La Sociedad de Mujeres Líderes (LWS) está compuesta por mujeres destacadas de todo el país que han vivido con el VIH durante 20 años o más mientras se desempeñan como agentes de cambio y defensoras en sus comunidades locales. Los miembros de LWS son elegidos por su compromiso de crear conciencia utilizando su propia experiencia para defender las pruebas de VIH accesibles, la educación preventiva, la vinculación con la atención y más investigaciones centradas en las mujeres. Cada año, SisterLove honra a 20 mujeres que han vivido con el VIH durante al menos 20 años en nuestro evento emblemático conocido simplemente como 2020.  Los homenajeados luego se convierten en miembros de la Sociedad LWS que hoy se enorgullece de una membresía de más de 200 mujeres de todos los ámbitos de la vida que tienen un deseo profundamente arraigado de erradicar el VIH. Los líderes de LWS representan una gran variedad de profesiones, incluidos especialistas en prevención del VIH, directores ejecutivos, artistas, ministros, consejeros, portavoces, amas de casa y defensores activos en Capitol Hill.


Dottie Dowdell

Dottie Dowdell has over 20 years of experience in the field of human services. She is the President of Creative Training and Development Incorporated, a company committed to building stronger organizations and communities by providing tailored training and development programs. Dottie also serves as a coach for New Jersey’s Behavioral Health Integration Project. There she assists in the development of integrated behavioral and HIV primary health care services to improve patient outcomes. 

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Additionally, Dottie’s many accomplishments include helping to draft NJ’s first Statewide Coordinated Statement of Need (2006), conducting a needs assessment on the increased rate of HIV infection among women of color in Trenton, in collaboration with the Health Incentive Program for Women, and the development of two national training programs, Building Leaders of Color (BLOC) and Growing Leadership Opportunities for Women (GLOW), for the National Minority AIDS Council and the Health Resource Services Administration.

Ruby Garner

Ruby Garner was born in Memphis Tennessee. She was raised by her grandmother, Frankie, who is responsible for the person she is today. Mrs. Frankie taught Ruby how to be humble, how to love God as well as others. Ruby eventually moved to Harlem N.Y.C, in her teens, growing up under the watchful eyes of aunts and uncles. 

However, nothing Ruby learned prepared her for her HIV+ diagnosis.  She never thought she needed to be tested until she discovered her husband had sex with both men and women. At first, Ruby considered suicide but chose to live instead.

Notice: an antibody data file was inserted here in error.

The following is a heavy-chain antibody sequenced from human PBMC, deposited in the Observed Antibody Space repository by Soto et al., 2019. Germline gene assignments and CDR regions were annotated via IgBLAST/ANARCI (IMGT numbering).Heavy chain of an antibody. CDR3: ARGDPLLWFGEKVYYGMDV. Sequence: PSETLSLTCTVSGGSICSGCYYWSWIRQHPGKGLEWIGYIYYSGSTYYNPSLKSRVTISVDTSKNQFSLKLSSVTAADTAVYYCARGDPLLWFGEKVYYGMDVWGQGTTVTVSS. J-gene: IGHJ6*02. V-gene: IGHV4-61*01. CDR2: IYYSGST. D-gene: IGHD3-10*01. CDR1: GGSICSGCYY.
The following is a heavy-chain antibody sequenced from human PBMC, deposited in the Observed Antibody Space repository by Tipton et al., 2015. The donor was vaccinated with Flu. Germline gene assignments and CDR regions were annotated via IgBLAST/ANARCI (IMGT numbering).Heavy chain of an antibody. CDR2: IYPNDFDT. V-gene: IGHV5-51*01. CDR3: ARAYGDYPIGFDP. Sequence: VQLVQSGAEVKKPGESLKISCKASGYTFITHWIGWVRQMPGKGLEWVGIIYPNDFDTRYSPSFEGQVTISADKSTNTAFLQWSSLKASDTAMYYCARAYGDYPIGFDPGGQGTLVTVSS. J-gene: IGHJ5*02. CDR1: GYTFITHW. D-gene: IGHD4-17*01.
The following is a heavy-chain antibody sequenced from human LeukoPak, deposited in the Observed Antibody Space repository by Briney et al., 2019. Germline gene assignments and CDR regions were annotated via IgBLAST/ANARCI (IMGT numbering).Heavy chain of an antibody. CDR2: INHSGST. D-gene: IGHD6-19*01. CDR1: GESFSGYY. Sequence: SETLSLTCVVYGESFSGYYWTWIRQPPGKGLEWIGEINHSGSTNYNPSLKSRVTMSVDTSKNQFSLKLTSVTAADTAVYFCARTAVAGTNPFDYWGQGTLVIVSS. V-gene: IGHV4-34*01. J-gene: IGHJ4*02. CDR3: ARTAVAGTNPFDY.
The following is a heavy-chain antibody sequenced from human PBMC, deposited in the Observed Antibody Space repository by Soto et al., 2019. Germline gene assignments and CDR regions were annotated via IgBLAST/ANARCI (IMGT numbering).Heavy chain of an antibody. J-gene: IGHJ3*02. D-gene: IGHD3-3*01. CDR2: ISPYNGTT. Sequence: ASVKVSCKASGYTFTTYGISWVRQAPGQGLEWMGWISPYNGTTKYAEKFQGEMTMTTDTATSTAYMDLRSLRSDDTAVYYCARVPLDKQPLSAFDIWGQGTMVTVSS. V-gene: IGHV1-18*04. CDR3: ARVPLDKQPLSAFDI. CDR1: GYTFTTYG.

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In time, she found a community of people just like her. They offered support, showed her how to live “positive-ly” and how to share her story to encourage testing and treatment. Today, Ruby is a certified peer health education coordinator who supports others the way she was supported as they get tested, get PrEP, stay in care, and take their meds as prescribed. 

Gena Grant

Gena has advocated for youth in Miami Florida since 2001. Today she is a peer educator/patient Advocate for the Ryan White Part D program. Gena is also the staff liaison for NIH- sponsored University of Miami Department of Pediatrics Research Community Advisory Board within the, ambassador for NMAC, and a facilitator and trainer with Growing Leadership Opportunities for Women. Her most recent accomplishments include completing NMAC’s Building Leaders of Color program which seeks to engage PLWH in leadership opportunities, and joining the Positive Women’s Network INC. as Director of Youth Services. 

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Gena started “Real Talk with Gena Grant” in August 2019 which focuses on sexual health conversations and education around key health issues impacting low income and underserved communities, including women, youth, and transwomen and men. Gena is also an active board member of Positive People Network INC. a social organization that provides social support services for people infected or affected by HIV/AIDS our motto is “There is life after the diagnosis.”

Sheila Jackson

Sheila was born in St. Louis, Missouri in 1961. In 1995, at the age of 34, she was diagnosed HIV positive. It wasn’t easy to for her, but she prevailed in her struggle. Today, Sheila is affiliated with Williams Associations. She helps out with testing, educating the community and sharing her story to encourage others that there is life after an HIV diagnosis. 

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